He/him
Chair of MACL Program
Associate Professor of Teachiing
Groups:
Research Interests
seventeenth- and eighteenth-century children’s literature, fairy tales, adaptation, posthumanism

Selected Publications

“‘We do not have whims on the moon’: A Wrinkle in Time, The Lotus Caves, and the Problem of American Exceptionalism in 1960s Science Fiction for Children.” Forthcoming in The Lion and the Unicorn, 2021.

With Ada Bieber, “Streams of Consciousness: The Downriver Narrative in Young Adult Fiction.” International Research in Children’s Literature 13.1  (2020): 61-75.

“Our Posthuman Adolescence: Dystopia, Information Technologies, and the Construction of Subjectivity in M.T. Anderson’s Feed.”  Blast, Corrupt, Dismantle, Erase: Contemporary North American Dystopian Literature. Eds. Brett Grubisic, Tara Lee, and Gisèle Baxter. Waterloo: Wilfrid Laurier UP, 2014. 111-127.

“Clockwork: Philip Pullman’s Posthuman Fairy Tale.” Children’s Literature in Education 42 (2011): 308 – 324. Winner of Children’s Literature Association Article Award for 2011.

“‘Something Very Old and Very Slow’: Coraline, Uncanniness, and Narrative Form.” Children’s Literature Association Quarterly 33 (Winter 2008): 390 – 407.

Current Projects

Constructions of posthuman subjectivity in recent YA fiction

Teaching interests and Recent Courses

Posthumanism in YA literature, Representations of the Anthropocene in Writing for Youth, Surveillance in Young Adult Literature, 17th- and 18th-century children’s and YA literature, Theoretical approaches to fairy tales.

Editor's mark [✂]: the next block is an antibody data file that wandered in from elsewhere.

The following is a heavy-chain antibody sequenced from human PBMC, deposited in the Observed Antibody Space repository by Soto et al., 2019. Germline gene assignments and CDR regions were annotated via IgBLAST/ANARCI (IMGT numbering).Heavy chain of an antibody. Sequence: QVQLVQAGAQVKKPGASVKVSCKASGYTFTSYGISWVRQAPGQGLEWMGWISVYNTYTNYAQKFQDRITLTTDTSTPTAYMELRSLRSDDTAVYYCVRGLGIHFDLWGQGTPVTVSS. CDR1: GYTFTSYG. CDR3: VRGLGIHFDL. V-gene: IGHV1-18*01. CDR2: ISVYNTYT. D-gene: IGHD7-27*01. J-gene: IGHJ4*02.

Courses for 2021-2022

ENGL 100: Why Fairy Tales Still Matter

ENGL 242: Wisdom, Nonsense, and True Lies: An Introduction to Children’s and Young Adult Literature

ENGL 392: Posthuman Bodies, Cybernetic Selves: Responses to Technology in Writing for Young Adults

 

 

I grew up in Edmonton and studied at the University of Alberta and the Université de Dijon before going to Dalhousie for my PhD. My doctoral dissertation was on the construction of subjectivity in the novels of Samuel Richardson and Henry Fielding, and I spent some time after graduation working on the connections between literature and medicine in the eighteenth century. About fifteen years ago, mainly as the result of a lucky teaching assignment, I became interested in children’s and YA literature, and my professional life has centred on the field ever since. Most of my research and teaching is on children’s literature after 1960, but I still sometimes teach a course on children’s, YA, and crossover literature in thee period 1660-1800.